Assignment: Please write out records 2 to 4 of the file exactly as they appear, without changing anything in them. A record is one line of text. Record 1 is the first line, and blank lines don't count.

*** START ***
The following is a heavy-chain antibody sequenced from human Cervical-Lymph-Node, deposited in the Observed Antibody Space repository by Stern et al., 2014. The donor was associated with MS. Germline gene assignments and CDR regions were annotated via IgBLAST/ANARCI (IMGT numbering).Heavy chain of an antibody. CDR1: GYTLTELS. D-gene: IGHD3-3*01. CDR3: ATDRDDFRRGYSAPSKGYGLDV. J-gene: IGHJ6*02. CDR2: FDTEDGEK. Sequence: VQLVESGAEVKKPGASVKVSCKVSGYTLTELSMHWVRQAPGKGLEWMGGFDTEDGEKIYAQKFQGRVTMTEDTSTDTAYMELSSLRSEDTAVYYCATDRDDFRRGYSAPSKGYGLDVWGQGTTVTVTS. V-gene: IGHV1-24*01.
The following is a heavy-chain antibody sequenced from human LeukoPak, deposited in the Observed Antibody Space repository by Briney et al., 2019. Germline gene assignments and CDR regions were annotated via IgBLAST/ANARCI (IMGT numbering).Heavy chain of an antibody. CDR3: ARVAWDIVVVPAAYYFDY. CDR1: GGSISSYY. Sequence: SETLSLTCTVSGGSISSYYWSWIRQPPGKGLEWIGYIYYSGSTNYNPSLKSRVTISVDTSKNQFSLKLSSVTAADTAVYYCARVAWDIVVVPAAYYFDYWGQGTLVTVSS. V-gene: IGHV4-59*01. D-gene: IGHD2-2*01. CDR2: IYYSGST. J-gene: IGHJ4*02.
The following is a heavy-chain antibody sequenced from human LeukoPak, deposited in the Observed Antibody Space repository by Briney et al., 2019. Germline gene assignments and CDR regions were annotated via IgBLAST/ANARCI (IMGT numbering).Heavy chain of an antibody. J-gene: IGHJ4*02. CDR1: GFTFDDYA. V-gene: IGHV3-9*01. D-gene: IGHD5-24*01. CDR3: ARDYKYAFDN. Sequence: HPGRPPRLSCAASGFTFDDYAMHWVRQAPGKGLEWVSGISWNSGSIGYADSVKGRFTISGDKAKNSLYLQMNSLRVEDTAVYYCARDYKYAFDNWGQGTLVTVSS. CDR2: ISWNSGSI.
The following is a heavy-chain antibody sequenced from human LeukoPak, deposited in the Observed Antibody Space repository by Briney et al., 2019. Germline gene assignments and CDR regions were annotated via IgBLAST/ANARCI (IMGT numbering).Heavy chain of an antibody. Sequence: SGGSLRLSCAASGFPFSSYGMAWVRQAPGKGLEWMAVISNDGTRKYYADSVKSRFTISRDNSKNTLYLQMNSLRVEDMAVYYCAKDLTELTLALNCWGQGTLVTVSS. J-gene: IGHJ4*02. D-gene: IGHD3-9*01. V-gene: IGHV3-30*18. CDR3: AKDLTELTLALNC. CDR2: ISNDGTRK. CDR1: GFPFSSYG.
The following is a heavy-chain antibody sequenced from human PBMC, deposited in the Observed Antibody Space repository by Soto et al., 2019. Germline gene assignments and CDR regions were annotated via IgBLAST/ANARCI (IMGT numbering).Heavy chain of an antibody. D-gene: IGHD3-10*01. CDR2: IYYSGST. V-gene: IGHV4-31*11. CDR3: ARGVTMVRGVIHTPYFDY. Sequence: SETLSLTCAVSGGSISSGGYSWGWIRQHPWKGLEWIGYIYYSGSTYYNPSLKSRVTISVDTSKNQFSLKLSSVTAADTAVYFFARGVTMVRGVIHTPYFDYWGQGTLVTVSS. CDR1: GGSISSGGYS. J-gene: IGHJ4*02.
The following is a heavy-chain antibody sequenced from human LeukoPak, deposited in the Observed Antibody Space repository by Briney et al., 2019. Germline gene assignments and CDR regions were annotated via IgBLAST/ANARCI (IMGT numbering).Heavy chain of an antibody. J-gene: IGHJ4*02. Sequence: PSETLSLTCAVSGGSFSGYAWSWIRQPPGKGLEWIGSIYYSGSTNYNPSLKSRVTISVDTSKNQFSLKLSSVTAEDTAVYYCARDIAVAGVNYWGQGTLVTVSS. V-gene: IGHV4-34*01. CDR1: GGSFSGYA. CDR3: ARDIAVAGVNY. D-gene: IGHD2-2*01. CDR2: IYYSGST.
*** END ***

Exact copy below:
The following is a heavy-chain antibody sequenced from human LeukoPak, deposited in the Observed Antibody Space repository by Briney et al., 2019. Germline gene assignments and CDR regions were annotated via IgBLAST/ANARCI (IMGT numbering).Heavy chain of an antibody. CDR3: ARVAWDIVVVPAAYYFDY. CDR1: GGSISSYY. Sequence: SETLSLTCTVSGGSISSYYWSWIRQPPGKGLEWIGYIYYSGSTNYNPSLKSRVTISVDTSKNQFSLKLSSVTAADTAVYYCARVAWDIVVVPAAYYFDYWGQGTLVTVSS. V-gene: IGHV4-59*01. D-gene: IGHD2-2*01. CDR2: IYYSGST. J-gene: IGHJ4*02.
The following is a heavy-chain antibody sequenced from human LeukoPak, deposited in the Observed Antibody Space repository by Briney et al., 2019. Germline gene assignments and CDR regions were annotated via IgBLAST/ANARCI (IMGT numbering).Heavy chain of an antibody. J-gene: IGHJ4*02. CDR1: GFTFDDYA. V-gene: IGHV3-9*01. D-gene: IGHD5-24*01. CDR3: ARDYKYAFDN. Sequence: HPGRPPRLSCAASGFTFDDYAMHWVRQAPGKGLEWVSGISWNSGSIGYADSVKGRFTISGDKAKNSLYLQMNSLRVEDTAVYYCARDYKYAFDNWGQGTLVTVSS. CDR2: ISWNSGSI.
The following is a heavy-chain antibody sequenced from human LeukoPak, deposited in the Observed Antibody Space repository by Briney et al., 2019. Germline gene assignments and CDR regions were annotated via IgBLAST/ANARCI (IMGT numbering).Heavy chain of an antibody. Sequence: SGGSLRLSCAASGFPFSSYGMAWVRQAPGKGLEWMAVISNDGTRKYYADSVKSRFTISRDNSKNTLYLQMNSLRVEDMAVYYCAKDLTELTLALNCWGQGTLVTVSS. J-gene: IGHJ4*02. D-gene: IGHD3-9*01. V-gene: IGHV3-30*18. CDR3: AKDLTELTLALNC. CDR2: ISNDGTRK. CDR1: GFPFSSYG.